One of my biggest issues with this film is the pacing. Most of the film is all build-up and pretty scenery and it feels like the characters are taking their time to get to their goal. Time was spent adding in new headcanon to the story that could have used to make the film more loyal to the original subject matter that has been popular for decades. The movie didn’t have the same imperative feel as the original plotline that made you keep flipping the pages, mainly because it isn’t revealed that Dr. Murray is trapped by IT until later on in the film. In the original story, maybe a quarter of the plot is spent on build-up and the rest is spent trying to stop IT. In this film’s version, it’s the inverse.
Many of the novel’s themes such as individuality are distilled out to focus on Meg’s journey of self-love, but I felt like they could have easily been included with tightened plot and pacing. Ava DuVernay added in her own themes as diversity as seen in the ethnically diverse cast and even in Charles Wallace being adopted. However, she took away any mention of the Christian elements from the original stories. Mrs. Who’s quoting of St. Paul is taken out as well as the mention of Michaelangelo as a warrior of earth.
The performances of all of the young actors were well done. Storm Reid was a great Meg and Deric McCabe handled the difficult role of Charles Wallace very well. Unfortunately, the other actors didn’t shine as much, this was in part because of how their characters were written. Chris Pine did his best as Dr. Murry, but his character had been changed to someone more selfish, which broke part of the deep bond he had with Meg. Levi Miller’s character Calvin O’Keefe wasn’t given much to do and Reece Witherspoon’s character Mrs. Whatsit was drastically changed from the original. Instead of being loving, wise, sacrificial, and fascinated with humans especially Meg, she’s inexperienced, sarcastic, and even cruel to Meg at times.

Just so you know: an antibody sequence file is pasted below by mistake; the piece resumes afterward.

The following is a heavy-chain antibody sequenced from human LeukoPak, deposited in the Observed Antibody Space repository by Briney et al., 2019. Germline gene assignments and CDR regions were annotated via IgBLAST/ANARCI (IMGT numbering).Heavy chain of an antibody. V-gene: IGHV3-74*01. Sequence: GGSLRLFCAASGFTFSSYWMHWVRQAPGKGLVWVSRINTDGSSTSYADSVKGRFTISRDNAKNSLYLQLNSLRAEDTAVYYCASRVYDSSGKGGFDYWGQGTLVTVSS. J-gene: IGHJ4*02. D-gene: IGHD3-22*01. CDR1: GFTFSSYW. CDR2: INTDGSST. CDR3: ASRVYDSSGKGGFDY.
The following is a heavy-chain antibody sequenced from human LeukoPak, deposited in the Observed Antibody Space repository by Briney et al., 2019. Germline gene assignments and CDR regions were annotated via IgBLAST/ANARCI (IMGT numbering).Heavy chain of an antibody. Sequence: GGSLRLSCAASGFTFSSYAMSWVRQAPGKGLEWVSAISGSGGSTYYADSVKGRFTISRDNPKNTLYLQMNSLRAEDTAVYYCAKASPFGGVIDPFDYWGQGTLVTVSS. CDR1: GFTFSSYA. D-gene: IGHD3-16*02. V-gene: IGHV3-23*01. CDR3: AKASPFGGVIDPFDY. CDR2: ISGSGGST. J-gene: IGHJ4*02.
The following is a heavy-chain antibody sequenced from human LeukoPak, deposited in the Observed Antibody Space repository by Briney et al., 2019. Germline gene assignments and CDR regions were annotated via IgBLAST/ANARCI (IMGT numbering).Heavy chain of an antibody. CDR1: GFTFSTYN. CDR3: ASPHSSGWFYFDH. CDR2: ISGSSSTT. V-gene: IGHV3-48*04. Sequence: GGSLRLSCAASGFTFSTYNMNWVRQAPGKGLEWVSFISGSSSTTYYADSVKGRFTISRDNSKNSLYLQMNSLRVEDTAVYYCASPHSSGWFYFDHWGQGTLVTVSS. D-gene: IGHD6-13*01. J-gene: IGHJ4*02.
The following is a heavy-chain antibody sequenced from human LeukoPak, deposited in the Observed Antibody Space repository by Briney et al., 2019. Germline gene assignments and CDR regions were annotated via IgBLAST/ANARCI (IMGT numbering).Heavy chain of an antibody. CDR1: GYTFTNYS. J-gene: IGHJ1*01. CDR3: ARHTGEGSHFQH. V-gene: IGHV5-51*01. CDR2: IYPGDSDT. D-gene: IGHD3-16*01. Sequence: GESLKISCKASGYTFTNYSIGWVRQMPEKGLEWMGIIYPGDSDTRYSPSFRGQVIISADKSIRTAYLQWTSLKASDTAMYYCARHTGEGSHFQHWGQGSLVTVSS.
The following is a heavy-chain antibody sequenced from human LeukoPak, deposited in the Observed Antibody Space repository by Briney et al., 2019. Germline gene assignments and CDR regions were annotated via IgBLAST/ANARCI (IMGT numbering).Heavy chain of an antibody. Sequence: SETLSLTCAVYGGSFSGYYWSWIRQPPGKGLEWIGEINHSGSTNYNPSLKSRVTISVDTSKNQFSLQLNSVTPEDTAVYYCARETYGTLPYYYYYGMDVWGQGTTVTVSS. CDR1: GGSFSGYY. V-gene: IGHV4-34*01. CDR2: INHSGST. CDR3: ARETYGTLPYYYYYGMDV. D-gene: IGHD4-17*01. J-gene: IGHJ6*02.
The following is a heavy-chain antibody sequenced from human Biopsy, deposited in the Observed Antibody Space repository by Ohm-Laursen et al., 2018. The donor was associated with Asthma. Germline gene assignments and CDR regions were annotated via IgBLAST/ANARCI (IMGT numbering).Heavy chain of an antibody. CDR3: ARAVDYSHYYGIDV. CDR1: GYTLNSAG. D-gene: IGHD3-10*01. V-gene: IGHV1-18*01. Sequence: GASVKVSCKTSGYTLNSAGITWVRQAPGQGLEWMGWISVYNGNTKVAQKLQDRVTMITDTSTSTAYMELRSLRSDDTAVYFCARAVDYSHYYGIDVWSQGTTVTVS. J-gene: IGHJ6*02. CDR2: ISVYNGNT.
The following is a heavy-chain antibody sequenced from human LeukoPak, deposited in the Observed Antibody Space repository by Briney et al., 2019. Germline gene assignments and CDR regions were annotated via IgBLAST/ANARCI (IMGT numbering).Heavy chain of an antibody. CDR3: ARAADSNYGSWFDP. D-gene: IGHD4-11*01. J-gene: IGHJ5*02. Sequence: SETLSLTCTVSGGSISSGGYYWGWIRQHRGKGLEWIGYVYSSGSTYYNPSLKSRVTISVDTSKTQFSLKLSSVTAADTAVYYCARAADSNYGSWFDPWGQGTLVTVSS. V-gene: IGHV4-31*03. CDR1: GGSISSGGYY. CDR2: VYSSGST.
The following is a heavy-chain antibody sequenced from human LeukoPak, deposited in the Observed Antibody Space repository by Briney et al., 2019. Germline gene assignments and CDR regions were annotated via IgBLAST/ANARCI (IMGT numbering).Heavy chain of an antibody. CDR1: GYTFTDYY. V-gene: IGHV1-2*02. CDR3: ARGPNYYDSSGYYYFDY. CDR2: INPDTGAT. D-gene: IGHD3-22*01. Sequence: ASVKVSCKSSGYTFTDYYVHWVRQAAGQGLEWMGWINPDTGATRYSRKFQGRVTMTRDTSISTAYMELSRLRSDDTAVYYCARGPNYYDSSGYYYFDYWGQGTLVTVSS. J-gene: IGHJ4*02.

I’m not saying that a movie needs to be exactly like a book and I know that’s just not cinematically possible. There have been many movies including the Maze Runner and Percy Jackson and the Lightning Thief that are very different than their original novels, but I still enjoyed them (and others did as well according to the box office). But this version of A Wrinkle in Time felt like the director cherry-picked what she wanted from the story and threw out the rest. The story that generations have come to love was simply not given justice, alienating a sizeable fanbase that could have brought success to this film adaption. The reason why franchises such as the Lord of the Rings, The Hunger Games, and Harry Potter were so successful was because of the enormous fanbase they had behind them.
A Wrinkle in Time (2018) is going to go the way of the Last Airbender. It had the potential to be something great, but when you get on the bad side of a fanbase you pay for it–literally. If you want to see a great cinematic adaption of A Wrinkle in Time watch the 2003 version of this film. It had a quarter of the budget, but all of the heart and elements that children have come to love for over forty years.
+ Great performances from young actors + Beautiful visuals + A positive message about a young woman learning to love herself
- Pacing Issues - All Christian Elements from the Original Story Removed - Characters Significantly Changed and Not for the Better
The Bottom Line
This version of A Wrinkle in Time is a poor adaption of the story. If you want a good cinematic version of A Wrinkle in Time watch the 2003 adaption. It goes to show you that big budget doesn't always mean a better adaption.